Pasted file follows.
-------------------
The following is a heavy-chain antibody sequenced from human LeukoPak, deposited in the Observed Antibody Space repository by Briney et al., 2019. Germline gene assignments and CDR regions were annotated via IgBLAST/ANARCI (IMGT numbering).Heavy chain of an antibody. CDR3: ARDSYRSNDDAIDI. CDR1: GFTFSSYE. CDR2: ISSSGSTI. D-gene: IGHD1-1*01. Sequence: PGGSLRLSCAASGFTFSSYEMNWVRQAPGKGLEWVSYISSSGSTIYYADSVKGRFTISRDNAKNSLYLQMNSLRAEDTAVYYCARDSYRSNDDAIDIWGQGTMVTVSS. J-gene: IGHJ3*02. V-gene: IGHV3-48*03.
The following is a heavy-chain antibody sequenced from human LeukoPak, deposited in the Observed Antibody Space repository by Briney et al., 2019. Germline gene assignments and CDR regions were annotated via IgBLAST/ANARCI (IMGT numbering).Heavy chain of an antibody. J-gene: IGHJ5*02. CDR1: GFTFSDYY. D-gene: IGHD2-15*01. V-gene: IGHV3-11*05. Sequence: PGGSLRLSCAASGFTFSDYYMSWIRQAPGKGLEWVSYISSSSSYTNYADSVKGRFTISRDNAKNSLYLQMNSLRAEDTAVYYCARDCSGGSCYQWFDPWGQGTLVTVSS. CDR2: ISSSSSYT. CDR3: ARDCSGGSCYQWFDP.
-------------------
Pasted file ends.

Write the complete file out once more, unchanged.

The following is a heavy-chain antibody sequenced from human LeukoPak, deposited in the Observed Antibody Space repository by Briney et al., 2019. Germline gene assignments and CDR regions were annotated via IgBLAST/ANARCI (IMGT numbering).Heavy chain of an antibody. CDR3: ARDSYRSNDDAIDI. CDR1: GFTFSSYE. CDR2: ISSSGSTI. D-gene: IGHD1-1*01. Sequence: PGGSLRLSCAASGFTFSSYEMNWVRQAPGKGLEWVSYISSSGSTIYYADSVKGRFTISRDNAKNSLYLQMNSLRAEDTAVYYCARDSYRSNDDAIDIWGQGTMVTVSS. J-gene: IGHJ3*02. V-gene: IGHV3-48*03.
The following is a heavy-chain antibody sequenced from human LeukoPak, deposited in the Observed Antibody Space repository by Briney et al., 2019. Germline gene assignments and CDR regions were annotated via IgBLAST/ANARCI (IMGT numbering).Heavy chain of an antibody. J-gene: IGHJ5*02. CDR1: GFTFSDYY. D-gene: IGHD2-15*01. V-gene: IGHV3-11*05. Sequence: PGGSLRLSCAASGFTFSDYYMSWIRQAPGKGLEWVSYISSSSSYTNYADSVKGRFTISRDNAKNSLYLQMNSLRAEDTAVYYCARDCSGGSCYQWFDPWGQGTLVTVSS. CDR2: ISSSSSYT. CDR3: ARDCSGGSCYQWFDP.